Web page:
In Search of a Diagnostic Blood Test for Mesothelioma | Surviving Mesothelioma

In Search of a Diagnostic Blood Test for Mesothelioma

2105823_blood test5Doctors in Turkey believe they may be a step closer to developing a more sensitive blood test that could improve the odds of surviving mesothelioma by allowing it to be identified earlier.

While it’s extremely rare and usually only diagnosed in people who have been exposed to asbestos, malignant pleural mesothelioma is also one of the most universally lethal cancers.

One reason for the high death rate among mesothelioma patients is that the disease often causes no symptoms until it is in its advanced stages, when treatments like chemotherapy and radiation are less likely to work.

But a team of doctors in Diyarbakir, Turkey claim to have identified two of the most important biomarkers in blood serum that could be red flags for early mesothelioma diagnosis.

Biomarkers for Mesothelioma

Scientists from around the world have long been searching for the perfect biomarker or biomarkers that could indicate that a person definitely has malignant mesothelioma.

So far, no single biomarker has been found to be definitive for mesothelioma diagnosis, though several have been shown to be elevated in people with mesothelioma.

The Turkish researchers used these previously-tested biomarkers as their starting point. Their study included serum level tests for soluble mesothelin-related peptide (SMRP), thioredoxin-1 (TRX), epidermal growth factor receptor (EGFR), fibulin-3, syndecan-1 (SDC-1) and mesothelin.

Testing Mesothelioma Biomarkers

To determine which biomarkers were most valuable for diagnosing mesothelioma as early as possible, the team divided study participants into three groups: healthy individuals, people who had been exposed to asbestos but were not known to have mesothelioma, and mesothelioma patients.

Each participant was tested to determine their level of each of the six biomarkers. When the results were evaluated, there were two clear mesothelioma biomarker winners.

“SMRP and TRX increased in a graded fashion from the controls to asbestos exposure and malignant pleural mesothelioma groups,” writes lead author Melike Demir, a member of the Dicle University Faculty of Medicine in Diyarbakir. “These two seem to be the most valuable biomarkers for the diagnosis of malignant pleural mesothelioma, both individually and in combination.”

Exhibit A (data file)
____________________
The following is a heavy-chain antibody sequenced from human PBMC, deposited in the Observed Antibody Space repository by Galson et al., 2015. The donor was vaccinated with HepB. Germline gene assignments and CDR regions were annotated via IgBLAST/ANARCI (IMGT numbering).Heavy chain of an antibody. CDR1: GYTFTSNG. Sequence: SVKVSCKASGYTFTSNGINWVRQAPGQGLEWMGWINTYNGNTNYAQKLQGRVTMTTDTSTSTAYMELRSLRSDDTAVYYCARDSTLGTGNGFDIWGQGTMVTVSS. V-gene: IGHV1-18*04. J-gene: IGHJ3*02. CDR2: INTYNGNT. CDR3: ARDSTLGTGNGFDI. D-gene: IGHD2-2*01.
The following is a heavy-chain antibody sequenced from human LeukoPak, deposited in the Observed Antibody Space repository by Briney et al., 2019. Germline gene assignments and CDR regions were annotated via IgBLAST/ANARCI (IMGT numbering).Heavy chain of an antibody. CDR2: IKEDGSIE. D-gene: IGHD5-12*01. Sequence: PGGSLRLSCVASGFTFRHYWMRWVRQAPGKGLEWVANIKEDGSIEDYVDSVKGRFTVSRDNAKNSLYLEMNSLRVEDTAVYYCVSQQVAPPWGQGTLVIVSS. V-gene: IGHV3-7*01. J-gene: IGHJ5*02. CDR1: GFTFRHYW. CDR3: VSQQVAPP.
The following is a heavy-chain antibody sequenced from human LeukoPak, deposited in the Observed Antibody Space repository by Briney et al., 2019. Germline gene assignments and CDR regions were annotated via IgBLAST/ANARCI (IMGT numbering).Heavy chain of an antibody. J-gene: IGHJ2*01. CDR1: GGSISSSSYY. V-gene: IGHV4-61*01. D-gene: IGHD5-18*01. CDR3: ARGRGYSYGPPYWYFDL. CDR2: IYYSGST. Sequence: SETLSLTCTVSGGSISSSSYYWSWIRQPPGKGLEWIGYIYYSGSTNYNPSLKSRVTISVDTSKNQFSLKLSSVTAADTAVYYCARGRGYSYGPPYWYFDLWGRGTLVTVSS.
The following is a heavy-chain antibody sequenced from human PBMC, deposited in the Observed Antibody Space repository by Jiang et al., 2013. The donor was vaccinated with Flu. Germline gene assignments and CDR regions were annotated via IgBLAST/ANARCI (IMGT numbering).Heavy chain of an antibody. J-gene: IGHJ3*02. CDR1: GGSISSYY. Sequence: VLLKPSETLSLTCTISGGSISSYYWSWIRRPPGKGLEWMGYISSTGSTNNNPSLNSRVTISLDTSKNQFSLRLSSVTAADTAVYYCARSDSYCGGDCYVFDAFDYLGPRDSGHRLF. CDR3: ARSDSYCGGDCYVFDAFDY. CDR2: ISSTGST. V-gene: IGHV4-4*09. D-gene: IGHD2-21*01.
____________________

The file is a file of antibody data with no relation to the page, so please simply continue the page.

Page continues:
What Does This Mean for Mesothelioma Diagnosis?

The MESOMARK assay, the most well-known blood test for mesothelioma, is already being used to test suspected mesothelioma patients for levels of SMRP (though not TRW), but the test has to be used in conjunction with other diagnostic tools like imaging studies and tissue biopsies.

Other scientists elsewhere in the world are also continuing to look for and test potential mesothelioma biomarkers.

Until a definitive mesothelioma blood test is available, people who have been exposed to asbestos should be aware of the symptoms of mesothelioma and should visit their doctors regularly. As with most cancers, mesothelioma is most responsive to treatment in its earliest stages.

Source:

Demir, M, et al, “Evaluation of New Biomarkers in the Prediction of Malignant Mesothelioma in Subjects with Environmental Asbestos Exposure”, March 31, 2016, Lung, Epub ahead of print, http://link.springer.com/article/10.1007/s00408-016-9868-1

 

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